A Generation Gone: Farewell To My Grandmother

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My grandmother died a week ago. She was 92. A few more weeks, and she would have been 93. She was the last of my grandparents. She was a member of what Tom Brokaw once called “The Greatest Generation”. She lived through the Depression, the Second World War, the rise of the television and superhighways, the race to the moon, the age of disco, the advent of personal computers, the genesis and blooming of the internet and finally, a decade of war and discord.

My children certainly realized the gravity of her passing. When I told them that she was gone, my daughter said “She was our last great-grandmother and that makes me sad”. Of course, she doesn’t realize that she was extremely lucky to have known three great-grandmothers. Most of us have never known our great-grandparents. I myself was two years old when my only surviving great-grandmother died at 94 years of age. But her words made me think about the fact that soon, there will no longer be any members of that generation remaining. My grandmother was the link to that past, and with her gone, photos and memories are all that is left.

I am glad, though, that I knew her well, and that my children got to know her. Yet now I long for her knowledge gained over a long life. Not only for how the major events of those years impacted her life and those around her, but also for simply getting to know more about my family and its history. Unless asked directly, she did not talk much about those days gone by. Oh, sometimes she would mention events from her past. For instance, she would blow my children away with stories of how she grew up on a farm in Hammond, Ontario with no electricity and no plumbing. “There was no TV? What did you do?” was the question that was asked by my son. Another event that frequently came up was the fact that she had worked as a waitress at the Rideau Club for many years, where she had served the likes of Pierre Trudeau, amongst many other top Canadian politicians of her day. She said he was quite the gentleman. To me, that is pretty cool.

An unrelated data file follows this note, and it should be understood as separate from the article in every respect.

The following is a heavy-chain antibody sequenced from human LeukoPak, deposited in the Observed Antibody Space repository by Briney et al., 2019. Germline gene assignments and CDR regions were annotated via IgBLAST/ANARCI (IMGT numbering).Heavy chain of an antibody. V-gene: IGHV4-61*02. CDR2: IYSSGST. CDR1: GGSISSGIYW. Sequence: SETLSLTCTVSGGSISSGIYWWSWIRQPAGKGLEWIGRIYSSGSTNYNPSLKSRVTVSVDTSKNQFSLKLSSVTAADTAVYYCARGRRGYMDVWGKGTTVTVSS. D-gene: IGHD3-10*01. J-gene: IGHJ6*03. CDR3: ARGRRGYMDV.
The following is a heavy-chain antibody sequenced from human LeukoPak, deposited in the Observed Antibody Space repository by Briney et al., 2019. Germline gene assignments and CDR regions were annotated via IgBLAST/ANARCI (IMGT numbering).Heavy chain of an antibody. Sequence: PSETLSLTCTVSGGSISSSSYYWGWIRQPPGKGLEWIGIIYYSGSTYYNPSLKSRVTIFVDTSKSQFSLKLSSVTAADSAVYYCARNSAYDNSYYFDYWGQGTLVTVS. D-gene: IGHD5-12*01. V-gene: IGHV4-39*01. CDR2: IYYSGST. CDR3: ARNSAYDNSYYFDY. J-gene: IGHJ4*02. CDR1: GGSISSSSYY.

To be fair, however, she was much more interested in the present. She definitely had TV in her later years and loved watching CNN, especially Larry King, to keep up with what was going on. I remember quite well her disgust with the fact that O.J. Simpson got away with murder. She talked about that for months, if not years! She was always curious and ready to discuss issues with me, which was always a pleasure to me.

Like those of her generation, she was able to make miracles on a meagre income. It always amazed me that she was able to buy presents for all her grandchildren, and then, her great-grandchildren, on birthdays and Christmas. She was very careful with her money, and was able to live independently until the last year of her life, when her health deteriorated considerably. This is remarkable to me. Most of us living in the age of consumerism, where gadgets come out every few months, live on credit. We borrow to buy our homes, our cars, our televisions, our beds, etc. Her generation believed in paying in cash for things. If you wanted something, you saved and then bought it. The fact that she lived on her own (my grandfather died in 1973) for many years without having to borrow any money is truly amazing. There is a lesson in that.